Bacterial STDs are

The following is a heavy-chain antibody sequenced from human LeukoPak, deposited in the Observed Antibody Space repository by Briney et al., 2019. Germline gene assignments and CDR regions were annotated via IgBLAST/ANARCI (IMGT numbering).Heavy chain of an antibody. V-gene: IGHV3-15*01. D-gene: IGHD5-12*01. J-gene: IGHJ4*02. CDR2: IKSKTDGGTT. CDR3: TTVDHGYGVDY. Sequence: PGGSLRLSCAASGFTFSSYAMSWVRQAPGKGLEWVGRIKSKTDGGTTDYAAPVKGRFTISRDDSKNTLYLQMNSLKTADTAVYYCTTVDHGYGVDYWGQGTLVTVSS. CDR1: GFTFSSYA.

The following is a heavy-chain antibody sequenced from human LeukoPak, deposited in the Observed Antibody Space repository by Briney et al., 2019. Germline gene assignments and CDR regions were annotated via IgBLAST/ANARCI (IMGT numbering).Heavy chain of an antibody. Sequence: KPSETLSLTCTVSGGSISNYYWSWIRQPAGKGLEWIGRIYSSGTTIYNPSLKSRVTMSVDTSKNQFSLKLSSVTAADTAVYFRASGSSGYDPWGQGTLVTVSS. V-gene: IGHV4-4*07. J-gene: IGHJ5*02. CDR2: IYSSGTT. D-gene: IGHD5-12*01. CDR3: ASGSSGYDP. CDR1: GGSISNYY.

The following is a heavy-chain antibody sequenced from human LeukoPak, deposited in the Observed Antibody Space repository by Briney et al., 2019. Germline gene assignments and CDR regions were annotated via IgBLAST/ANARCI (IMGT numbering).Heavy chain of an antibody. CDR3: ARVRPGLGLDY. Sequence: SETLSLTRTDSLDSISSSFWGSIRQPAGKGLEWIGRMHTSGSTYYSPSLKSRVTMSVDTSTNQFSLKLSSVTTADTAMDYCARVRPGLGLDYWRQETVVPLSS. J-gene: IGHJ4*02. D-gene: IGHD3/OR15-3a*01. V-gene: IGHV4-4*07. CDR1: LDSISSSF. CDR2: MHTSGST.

are sexually transmitted diseases (STD), also known as sexually transmitted infections (STIs) referred to by a number of microorganisms causes that vary greatly in size, life cycle, symptoms, and the sensitivity to available treatments. Bacterial STDs are syphilis, gonorrhea ulcer Molle ( “Soft chancre”) lymphogranuloma venereum (LGV) granuloma inguinal chlamydial, mycoplasma and ureaplasma infections Viral STDs include genital eand anorectal warts genital herpes, molluscum contagiosum HIV infection Parasitic infections which can be sexually transmitted, trichomoniasis include (caused by protozoa) scabies (caused by mites) Pediculosis pubis (caused by lice) Many other infections such. As salmonellosis, shigellosis, campylobacteriosis, amebiasis, giardiasis, hepatitis (A, B and C) and cytomegalovirus are not primarily viewed as an STD, but can also be transmitted sexually. As can be associated to sexual activities and the close contact of skin and mucous membranes of the genitals, mouth and rectum, the pathogens are spread efficiently from person to person. Some sexually transmitted diseases cause inflammation (eg. As with gonorrhea or chlamydial infection) or ulceration (simplex z. B. in herpes, syphilis or chancroid) that predispose the transmission of other infections (eg., HIV). The STD prevalence is still in most parts of the world high despite diagnostic and therapeutic advances that can lead to surprising that patients with many STDs are no longer infectious. In the US, an estimated occur each year 20 million new cases of sexually transmitted diseases; about half occur in people aged between 15 and 24 years (see also Reported STDs in the United States: 2014 National Data for Chlamydia, Gonorrhea, and Syphilis). Among the factors that hinder the control of sexually transmitted diseases, including unprotected sex with multiple partners difficulties of both doctors and patients to talk about sexual issues Inadequate funding for the introduction of the present diagnostic tests and treatments and the development of new tests and treatments The susceptibility to reinfection if both partners Incomplete treatment that can lead to development of resistant organisms are not treated the same international trips that facilitate rapid global spread of sexually transmitted diseases symptoms and complaints the symptoms vary depending on the infection. Many STDs cause genital lesions (see Table: demarcation of the common sexually transmitted genital lesions). Demarcation of the common sexually transmitted genital lesions findings Other features basic * Solitary painless ulcer indurated, not druckdolente or little tenderness Relatively painless swelling of lymph nodes syphilitic chancre ( “hard chancre”) Frequent appearance of small, painful superficial ulcers on erythematous base Sometimes Inguinal with bubbles adenopathy Herpes simplex virus infections Flat painful ulcer Nichtindurierte, druckdolente ulcers with ragged, undermined edges and a red border, which vary in size and often coalesce. Regional adenopathy ulcer Molle ( “Soft chancre”) Small papule or ulcer, often asymptomatic or unnoticed very pressure-sensitive and painful adenopathy, sometimes with distal lymphedema or drainage of the skin sometimes fever lymphogranuloma venereum (LGV) Multiple, shallow ulcers Characteristic extragenital lesions and transitions Situated Scratched Multiple scabies, flat lesions visible lice or egg sac (Nissen), which are attached to hair sticks – Pediculosis pubis Blessed with peeling lesion Velvety, foul-smelling, granular lesions No inguinal adenopathy Inguinal granuloma Other causes of ulcers are for. B. plaques muqueses a secondary syphilis, erosive balanitis, gummatöse ulcers in tertiary syphilis, Behcet’s syndrome, epithelioma and trauma. Diagnosis Often clinical examination Gram stain and culture laboratory tests STDs are diagnosed under very different circumstances and treated; in many of which the diagnostic possibilities are limited or patient follow-up is uncertain. Therefore, the identification of the causative pathogen is often not sought. The diagnosis is often made only on the basis of clinical criteria. Diagnostic tests may include Gram stain and culture or laboratory tests such as nucleic acid amplification tests (NAATs). A diagnostic test is performed more frequently in the following cases: The diagnosis is unclear. The infection is difficult. The initial treatment is not effective. Other reasons (eg. B. Control of public health services, psychosocial reasons, including extreme psychological distress and depression) are required. Syndromic therapy treatment Sometimes antimicrobial agents Concurrent treatment of sexual partners Since diagnostic techniques are often limited or are not available and / or the follow-up of patients is uncertain, the initial therapy is often related disease, i. H. directed to the excitation spectrum, which causes the clinical syndrome (z. B. urethritis, cervicitis, genital ulcers, pelvic inflammatory disease / PID) most likely. Most STDs can be treated successfully with medication. However, make drug resistance a growing problem. Patients being treated for an STD, should refrain from sexual intercourse until the infection with them and their sexual partners has subsided. Sexual partners should be tested and treated simultaneously. Viral STDs, especially herpes and HIV infection persist for a lifetime, as a rule. Antiviral drugs can control all these infections, but no cure. Prevention Control and aftercare of STDs depends on a suitable facilities and trained personnel for diagnosis and treatment existence of programs of public health service for finding and treating current and back to the recent sexual partner of the patient follow-up options for patients to ensure that they were healed enlightenment of reduce health workers and the general public avoid high-risk behavior in the population condoms and Femidoms if used properly, significantly the risk of some sexually transmitted diseases. Vaccines are not available for most sexually transmitted diseases, except for hepatitis A and B, and HPV infection. For more information Centers for Disease Control and Prevention: Sexually Transmitted Diseases